By Choekyi Lhamo
DHARAMSHALA, July 29: Over a hundred Nobel laureates have signed a statement denouncing Chinese government attempts to bar two famous personas from the Nobel Prize summit in April. The Chinese embassy in Washington called the National Academic Sciences (NAS) in March to remove Tibetan spiritual leader His Holiness the Dalai Lama and noted Taiwanese chemist Yuan Tseh Lee from the list of speakers at the summit.
According to the report published by the Science Magazine, the staffers at the Chinese embassy repeatedly called to insist that the speakers should not have the platform to speak, however, NAS and Nobel foundation denied the requests from China. Another email with the same demand was received by NAS on April 25, a day before the start of the summit.
The statement said that China intended to “bully the scientific community” earlier this year, as a NAS spokesperson, William Kearney said, “We condemn this harassment, and have warned the Embassy against this inappropriate conduct.” A strange incident was also reported on April 26 during a session titled “Science as a Human Right”, the summit’s streaming platform went black for about 10 minutes from an alleged cyber attack.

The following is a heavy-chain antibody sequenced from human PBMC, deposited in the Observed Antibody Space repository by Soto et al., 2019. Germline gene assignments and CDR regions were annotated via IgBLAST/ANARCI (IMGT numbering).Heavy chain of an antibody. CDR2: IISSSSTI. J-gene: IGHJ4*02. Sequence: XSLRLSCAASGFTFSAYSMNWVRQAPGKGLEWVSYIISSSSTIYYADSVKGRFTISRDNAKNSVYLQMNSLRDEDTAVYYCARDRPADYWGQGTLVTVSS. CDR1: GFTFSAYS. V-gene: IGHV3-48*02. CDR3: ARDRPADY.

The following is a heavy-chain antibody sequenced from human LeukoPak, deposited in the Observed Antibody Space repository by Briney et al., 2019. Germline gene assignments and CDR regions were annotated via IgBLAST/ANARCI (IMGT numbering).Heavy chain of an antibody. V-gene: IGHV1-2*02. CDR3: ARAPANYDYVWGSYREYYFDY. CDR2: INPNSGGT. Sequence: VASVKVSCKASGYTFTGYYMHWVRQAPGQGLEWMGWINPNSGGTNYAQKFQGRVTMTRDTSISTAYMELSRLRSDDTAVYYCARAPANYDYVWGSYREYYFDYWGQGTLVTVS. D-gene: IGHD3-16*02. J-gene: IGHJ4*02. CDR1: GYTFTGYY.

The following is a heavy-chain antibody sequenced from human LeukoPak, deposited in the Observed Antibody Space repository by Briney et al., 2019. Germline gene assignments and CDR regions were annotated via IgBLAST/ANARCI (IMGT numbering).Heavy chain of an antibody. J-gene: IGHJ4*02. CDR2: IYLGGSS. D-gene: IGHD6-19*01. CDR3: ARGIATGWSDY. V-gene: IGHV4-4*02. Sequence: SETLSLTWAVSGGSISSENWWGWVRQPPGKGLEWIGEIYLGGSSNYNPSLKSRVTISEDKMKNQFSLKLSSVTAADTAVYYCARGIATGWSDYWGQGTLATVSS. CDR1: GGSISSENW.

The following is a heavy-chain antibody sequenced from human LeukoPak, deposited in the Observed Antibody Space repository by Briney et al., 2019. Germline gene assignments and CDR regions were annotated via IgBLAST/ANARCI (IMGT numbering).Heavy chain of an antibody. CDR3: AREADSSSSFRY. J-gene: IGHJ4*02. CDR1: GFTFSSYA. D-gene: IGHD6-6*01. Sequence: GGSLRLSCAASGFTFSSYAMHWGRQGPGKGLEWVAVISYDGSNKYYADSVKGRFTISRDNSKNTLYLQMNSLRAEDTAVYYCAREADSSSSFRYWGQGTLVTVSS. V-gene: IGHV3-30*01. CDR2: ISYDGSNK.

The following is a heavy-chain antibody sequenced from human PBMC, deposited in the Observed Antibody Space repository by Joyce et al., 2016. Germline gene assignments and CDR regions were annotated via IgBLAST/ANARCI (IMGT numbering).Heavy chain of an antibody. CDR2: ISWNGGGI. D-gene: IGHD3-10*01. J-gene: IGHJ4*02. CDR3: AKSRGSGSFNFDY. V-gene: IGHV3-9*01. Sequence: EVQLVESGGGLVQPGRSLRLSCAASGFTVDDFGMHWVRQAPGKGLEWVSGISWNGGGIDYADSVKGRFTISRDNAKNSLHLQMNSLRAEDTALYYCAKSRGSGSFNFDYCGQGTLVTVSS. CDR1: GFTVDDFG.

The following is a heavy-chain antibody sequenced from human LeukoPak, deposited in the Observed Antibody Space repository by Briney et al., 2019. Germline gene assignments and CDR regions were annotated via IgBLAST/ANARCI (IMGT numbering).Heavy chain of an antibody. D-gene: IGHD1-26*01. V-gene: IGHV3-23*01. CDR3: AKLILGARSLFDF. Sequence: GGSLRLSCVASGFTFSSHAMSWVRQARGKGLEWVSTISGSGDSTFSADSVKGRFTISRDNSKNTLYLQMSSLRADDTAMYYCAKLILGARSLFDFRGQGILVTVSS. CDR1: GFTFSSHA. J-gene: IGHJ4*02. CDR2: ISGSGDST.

However, there is no evidence at the moment to suggest that the calls and email from the embassy had any connection with the cyber attacks. Anna Sjöström Douagi, Vice president for science and programs at the Nobel Prize Museum, says the Nobel Foundation will wait for the investigation to conclude before taking any action. “Since we don’t know what happened, we can’t do anything,” she further said.
“Regardless of whether these attacks were linked to the demands from the Chinese embassy, we are outraged by the Chinese government’s attempt to censor and bully the scientific community by attempting to prevent two of our fellow Laureates (or indeed anyone) from speaking at a meeting outside of China,” the statement read.
The two noted speakers are both considered “separatists” in the eyes of the CCP government. The Dalai Lama has led the Tibetan movement since he left Tibet in 1959, whereas former head of Taiwan’s national academy of science, Academia Sinica, Yuan Tseh Lee has said that he has also borne the brunt of censorship from China before, probably because he supported Taiwan’s independence.